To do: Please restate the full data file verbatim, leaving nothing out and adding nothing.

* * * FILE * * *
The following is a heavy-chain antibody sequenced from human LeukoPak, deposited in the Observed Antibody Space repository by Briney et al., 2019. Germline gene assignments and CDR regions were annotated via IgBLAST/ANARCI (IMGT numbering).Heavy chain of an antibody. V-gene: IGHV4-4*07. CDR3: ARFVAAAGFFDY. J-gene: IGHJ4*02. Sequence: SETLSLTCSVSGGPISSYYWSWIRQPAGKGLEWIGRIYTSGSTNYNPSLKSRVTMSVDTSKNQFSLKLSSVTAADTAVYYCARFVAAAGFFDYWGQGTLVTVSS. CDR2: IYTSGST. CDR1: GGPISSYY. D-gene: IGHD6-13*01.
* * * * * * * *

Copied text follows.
The following is a heavy-chain antibody sequenced from human LeukoPak, deposited in the Observed Antibody Space repository by Briney et al., 2019. Germline gene assignments and CDR regions were annotated via IgBLAST/ANARCI (IMGT numbering).Heavy chain of an antibody. V-gene: IGHV4-4*07. CDR3: ARFVAAAGFFDY. J-gene: IGHJ4*02. Sequence: SETLSLTCSVSGGPISSYYWSWIRQPAGKGLEWIGRIYTSGSTNYNPSLKSRVTMSVDTSKNQFSLKLSSVTAADTAVYYCARFVAAAGFFDYWGQGTLVTVSS. CDR2: IYTSGST. CDR1: GGPISSYY. D-gene: IGHD6-13*01.